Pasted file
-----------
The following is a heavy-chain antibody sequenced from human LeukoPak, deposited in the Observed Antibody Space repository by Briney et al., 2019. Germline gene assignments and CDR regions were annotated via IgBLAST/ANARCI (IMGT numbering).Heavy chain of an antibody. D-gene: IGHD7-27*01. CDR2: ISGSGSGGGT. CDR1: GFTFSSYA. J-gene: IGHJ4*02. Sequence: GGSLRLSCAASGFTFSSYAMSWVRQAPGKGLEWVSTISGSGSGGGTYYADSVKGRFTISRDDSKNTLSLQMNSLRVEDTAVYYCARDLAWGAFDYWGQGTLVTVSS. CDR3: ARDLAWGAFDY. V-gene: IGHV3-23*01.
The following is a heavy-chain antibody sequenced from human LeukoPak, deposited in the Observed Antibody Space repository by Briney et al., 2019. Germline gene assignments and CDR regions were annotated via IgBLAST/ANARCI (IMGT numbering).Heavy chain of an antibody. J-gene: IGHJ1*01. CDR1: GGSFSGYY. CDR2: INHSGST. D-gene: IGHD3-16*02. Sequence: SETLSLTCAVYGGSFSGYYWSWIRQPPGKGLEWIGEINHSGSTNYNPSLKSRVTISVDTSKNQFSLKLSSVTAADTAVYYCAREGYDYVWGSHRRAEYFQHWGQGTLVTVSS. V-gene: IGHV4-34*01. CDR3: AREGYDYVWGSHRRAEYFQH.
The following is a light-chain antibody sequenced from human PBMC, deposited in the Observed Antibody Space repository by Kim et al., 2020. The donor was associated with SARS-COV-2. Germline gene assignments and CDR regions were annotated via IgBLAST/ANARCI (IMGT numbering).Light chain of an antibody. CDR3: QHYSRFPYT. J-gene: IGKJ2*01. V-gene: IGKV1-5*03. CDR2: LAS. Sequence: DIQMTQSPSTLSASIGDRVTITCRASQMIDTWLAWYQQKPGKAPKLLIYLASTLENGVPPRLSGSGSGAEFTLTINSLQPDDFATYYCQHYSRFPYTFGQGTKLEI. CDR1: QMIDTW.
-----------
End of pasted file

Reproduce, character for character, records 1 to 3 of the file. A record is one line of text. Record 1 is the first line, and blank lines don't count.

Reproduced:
The following is a heavy-chain antibody sequenced from human LeukoPak, deposited in the Observed Antibody Space repository by Briney et al., 2019. Germline gene assignments and CDR regions were annotated via IgBLAST/ANARCI (IMGT numbering).Heavy chain of an antibody. D-gene: IGHD7-27*01. CDR2: ISGSGSGGGT. CDR1: GFTFSSYA. J-gene: IGHJ4*02. Sequence: GGSLRLSCAASGFTFSSYAMSWVRQAPGKGLEWVSTISGSGSGGGTYYADSVKGRFTISRDDSKNTLSLQMNSLRVEDTAVYYCARDLAWGAFDYWGQGTLVTVSS. CDR3: ARDLAWGAFDY. V-gene: IGHV3-23*01.
The following is a heavy-chain antibody sequenced from human LeukoPak, deposited in the Observed Antibody Space repository by Briney et al., 2019. Germline gene assignments and CDR regions were annotated via IgBLAST/ANARCI (IMGT numbering).Heavy chain of an antibody. J-gene: IGHJ1*01. CDR1: GGSFSGYY. CDR2: INHSGST. D-gene: IGHD3-16*02. Sequence: SETLSLTCAVYGGSFSGYYWSWIRQPPGKGLEWIGEINHSGSTNYNPSLKSRVTISVDTSKNQFSLKLSSVTAADTAVYYCAREGYDYVWGSHRRAEYFQHWGQGTLVTVSS. V-gene: IGHV4-34*01. CDR3: AREGYDYVWGSHRRAEYFQH.
The following is a light-chain antibody sequenced from human PBMC, deposited in the Observed Antibody Space repository by Kim et al., 2020. The donor was associated with SARS-COV-2. Germline gene assignments and CDR regions were annotated via IgBLAST/ANARCI (IMGT numbering).Light chain of an antibody. CDR3: QHYSRFPYT. J-gene: IGKJ2*01. V-gene: IGKV1-5*03. CDR2: LAS. Sequence: DIQMTQSPSTLSASIGDRVTITCRASQMIDTWLAWYQQKPGKAPKLLIYLASTLENGVPPRLSGSGSGAEFTLTINSLQPDDFATYYCQHYSRFPYTFGQGTKLEI. CDR1: QMIDTW.